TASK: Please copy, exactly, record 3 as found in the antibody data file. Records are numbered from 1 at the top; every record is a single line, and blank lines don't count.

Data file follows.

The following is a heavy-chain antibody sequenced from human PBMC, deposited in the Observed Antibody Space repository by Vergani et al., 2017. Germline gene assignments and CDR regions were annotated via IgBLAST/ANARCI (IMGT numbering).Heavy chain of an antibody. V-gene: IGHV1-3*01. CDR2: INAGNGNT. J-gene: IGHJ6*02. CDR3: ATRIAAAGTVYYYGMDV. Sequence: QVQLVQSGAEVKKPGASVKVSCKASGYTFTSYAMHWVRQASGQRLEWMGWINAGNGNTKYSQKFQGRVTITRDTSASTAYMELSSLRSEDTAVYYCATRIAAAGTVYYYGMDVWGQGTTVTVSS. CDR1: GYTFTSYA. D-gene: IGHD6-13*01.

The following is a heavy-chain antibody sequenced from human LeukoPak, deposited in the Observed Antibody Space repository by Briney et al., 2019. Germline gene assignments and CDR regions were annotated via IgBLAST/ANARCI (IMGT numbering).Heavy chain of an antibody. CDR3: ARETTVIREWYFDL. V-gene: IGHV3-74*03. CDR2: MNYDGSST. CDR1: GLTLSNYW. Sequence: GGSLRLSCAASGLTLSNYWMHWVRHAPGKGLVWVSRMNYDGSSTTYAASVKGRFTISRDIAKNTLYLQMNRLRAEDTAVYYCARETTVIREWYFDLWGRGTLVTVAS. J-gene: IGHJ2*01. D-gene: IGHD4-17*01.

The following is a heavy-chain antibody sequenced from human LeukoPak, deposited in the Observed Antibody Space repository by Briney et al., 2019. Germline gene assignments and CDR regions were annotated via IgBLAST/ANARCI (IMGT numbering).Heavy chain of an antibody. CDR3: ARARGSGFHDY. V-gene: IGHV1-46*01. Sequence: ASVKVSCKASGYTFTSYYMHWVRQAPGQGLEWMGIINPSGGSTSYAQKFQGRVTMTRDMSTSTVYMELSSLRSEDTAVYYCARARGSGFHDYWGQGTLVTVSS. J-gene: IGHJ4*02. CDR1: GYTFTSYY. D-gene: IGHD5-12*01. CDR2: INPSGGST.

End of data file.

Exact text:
The following is a heavy-chain antibody sequenced from human LeukoPak, deposited in the Observed Antibody Space repository by Briney et al., 2019. Germline gene assignments and CDR regions were annotated via IgBLAST/ANARCI (IMGT numbering).Heavy chain of an antibody. CDR3: ARARGSGFHDY. V-gene: IGHV1-46*01. Sequence: ASVKVSCKASGYTFTSYYMHWVRQAPGQGLEWMGIINPSGGSTSYAQKFQGRVTMTRDMSTSTVYMELSSLRSEDTAVYYCARARGSGFHDYWGQGTLVTVSS. J-gene: IGHJ4*02. CDR1: GYTFTSYY. D-gene: IGHD5-12*01. CDR2: INPSGGST.